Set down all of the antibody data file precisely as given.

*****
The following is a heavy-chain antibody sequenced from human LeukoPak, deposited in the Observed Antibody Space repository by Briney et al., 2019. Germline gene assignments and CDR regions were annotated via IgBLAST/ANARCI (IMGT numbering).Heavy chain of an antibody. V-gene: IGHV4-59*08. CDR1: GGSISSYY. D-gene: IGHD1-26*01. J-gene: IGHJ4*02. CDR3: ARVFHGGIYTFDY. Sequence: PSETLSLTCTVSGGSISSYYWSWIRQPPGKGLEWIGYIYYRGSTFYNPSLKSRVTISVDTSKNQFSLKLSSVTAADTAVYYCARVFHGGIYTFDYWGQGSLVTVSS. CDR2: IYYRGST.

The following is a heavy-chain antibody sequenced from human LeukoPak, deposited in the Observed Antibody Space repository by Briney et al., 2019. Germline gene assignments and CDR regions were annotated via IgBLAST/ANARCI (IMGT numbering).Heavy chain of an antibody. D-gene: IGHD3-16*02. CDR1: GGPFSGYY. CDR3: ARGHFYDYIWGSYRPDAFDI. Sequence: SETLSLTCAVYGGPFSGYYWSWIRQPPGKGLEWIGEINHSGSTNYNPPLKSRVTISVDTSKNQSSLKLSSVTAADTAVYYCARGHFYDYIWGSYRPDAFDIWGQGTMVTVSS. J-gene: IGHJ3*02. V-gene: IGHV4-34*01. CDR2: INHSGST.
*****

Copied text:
The following is a heavy-chain antibody sequenced from human LeukoPak, deposited in the Observed Antibody Space repository by Briney et al., 2019. Germline gene assignments and CDR regions were annotated via IgBLAST/ANARCI (IMGT numbering).Heavy chain of an antibody. V-gene: IGHV4-59*08. CDR1: GGSISSYY. D-gene: IGHD1-26*01. J-gene: IGHJ4*02. CDR3: ARVFHGGIYTFDY. Sequence: PSETLSLTCTVSGGSISSYYWSWIRQPPGKGLEWIGYIYYRGSTFYNPSLKSRVTISVDTSKNQFSLKLSSVTAADTAVYYCARVFHGGIYTFDYWGQGSLVTVSS. CDR2: IYYRGST.

The following is a heavy-chain antibody sequenced from human LeukoPak, deposited in the Observed Antibody Space repository by Briney et al., 2019. Germline gene assignments and CDR regions were annotated via IgBLAST/ANARCI (IMGT numbering).Heavy chain of an antibody. D-gene: IGHD3-16*02. CDR1: GGPFSGYY. CDR3: ARGHFYDYIWGSYRPDAFDI. Sequence: SETLSLTCAVYGGPFSGYYWSWIRQPPGKGLEWIGEINHSGSTNYNPPLKSRVTISVDTSKNQSSLKLSSVTAADTAVYYCARGHFYDYIWGSYRPDAFDIWGQGTMVTVSS. J-gene: IGHJ3*02. V-gene: IGHV4-34*01. CDR2: INHSGST.